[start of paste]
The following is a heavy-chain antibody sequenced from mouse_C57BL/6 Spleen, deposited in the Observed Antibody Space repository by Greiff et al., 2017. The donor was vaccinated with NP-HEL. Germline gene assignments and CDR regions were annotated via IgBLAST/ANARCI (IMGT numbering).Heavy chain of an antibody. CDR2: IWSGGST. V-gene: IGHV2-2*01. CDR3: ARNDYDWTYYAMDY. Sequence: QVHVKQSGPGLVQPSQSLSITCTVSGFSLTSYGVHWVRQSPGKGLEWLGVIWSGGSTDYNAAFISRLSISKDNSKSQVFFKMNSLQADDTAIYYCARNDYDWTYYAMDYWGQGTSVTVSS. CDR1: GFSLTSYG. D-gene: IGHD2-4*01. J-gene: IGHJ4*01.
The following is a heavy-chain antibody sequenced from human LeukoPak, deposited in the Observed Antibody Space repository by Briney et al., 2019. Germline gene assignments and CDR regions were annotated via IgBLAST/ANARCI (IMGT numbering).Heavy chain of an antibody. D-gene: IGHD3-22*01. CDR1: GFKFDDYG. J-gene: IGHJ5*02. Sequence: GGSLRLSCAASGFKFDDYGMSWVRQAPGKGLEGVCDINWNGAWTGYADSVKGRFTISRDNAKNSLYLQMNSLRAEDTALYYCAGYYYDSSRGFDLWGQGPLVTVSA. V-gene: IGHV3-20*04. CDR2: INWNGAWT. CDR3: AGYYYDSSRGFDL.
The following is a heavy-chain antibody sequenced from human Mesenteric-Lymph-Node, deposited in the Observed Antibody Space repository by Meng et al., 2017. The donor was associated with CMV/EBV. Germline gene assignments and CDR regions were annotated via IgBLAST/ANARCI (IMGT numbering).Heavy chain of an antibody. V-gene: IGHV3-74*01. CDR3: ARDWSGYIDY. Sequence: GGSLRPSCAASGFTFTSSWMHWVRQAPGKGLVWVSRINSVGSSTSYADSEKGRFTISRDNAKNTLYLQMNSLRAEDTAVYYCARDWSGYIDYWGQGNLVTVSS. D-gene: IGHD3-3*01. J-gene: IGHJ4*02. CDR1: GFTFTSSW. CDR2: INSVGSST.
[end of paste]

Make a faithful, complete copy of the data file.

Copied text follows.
The following is a heavy-chain antibody sequenced from mouse_C57BL/6 Spleen, deposited in the Observed Antibody Space repository by Greiff et al., 2017. The donor was vaccinated with NP-HEL. Germline gene assignments and CDR regions were annotated via IgBLAST/ANARCI (IMGT numbering).Heavy chain of an antibody. CDR2: IWSGGST. V-gene: IGHV2-2*01. CDR3: ARNDYDWTYYAMDY. Sequence: QVHVKQSGPGLVQPSQSLSITCTVSGFSLTSYGVHWVRQSPGKGLEWLGVIWSGGSTDYNAAFISRLSISKDNSKSQVFFKMNSLQADDTAIYYCARNDYDWTYYAMDYWGQGTSVTVSS. CDR1: GFSLTSYG. D-gene: IGHD2-4*01. J-gene: IGHJ4*01.
The following is a heavy-chain antibody sequenced from human LeukoPak, deposited in the Observed Antibody Space repository by Briney et al., 2019. Germline gene assignments and CDR regions were annotated via IgBLAST/ANARCI (IMGT numbering).Heavy chain of an antibody. D-gene: IGHD3-22*01. CDR1: GFKFDDYG. J-gene: IGHJ5*02. Sequence: GGSLRLSCAASGFKFDDYGMSWVRQAPGKGLEGVCDINWNGAWTGYADSVKGRFTISRDNAKNSLYLQMNSLRAEDTALYYCAGYYYDSSRGFDLWGQGPLVTVSA. V-gene: IGHV3-20*04. CDR2: INWNGAWT. CDR3: AGYYYDSSRGFDL.
The following is a heavy-chain antibody sequenced from human Mesenteric-Lymph-Node, deposited in the Observed Antibody Space repository by Meng et al., 2017. The donor was associated with CMV/EBV. Germline gene assignments and CDR regions were annotated via IgBLAST/ANARCI (IMGT numbering).Heavy chain of an antibody. V-gene: IGHV3-74*01. CDR3: ARDWSGYIDY. Sequence: GGSLRPSCAASGFTFTSSWMHWVRQAPGKGLVWVSRINSVGSSTSYADSEKGRFTISRDNAKNTLYLQMNSLRAEDTAVYYCARDWSGYIDYWGQGNLVTVSS. D-gene: IGHD3-3*01. J-gene: IGHJ4*02. CDR1: GFTFTSSW. CDR2: INSVGSST.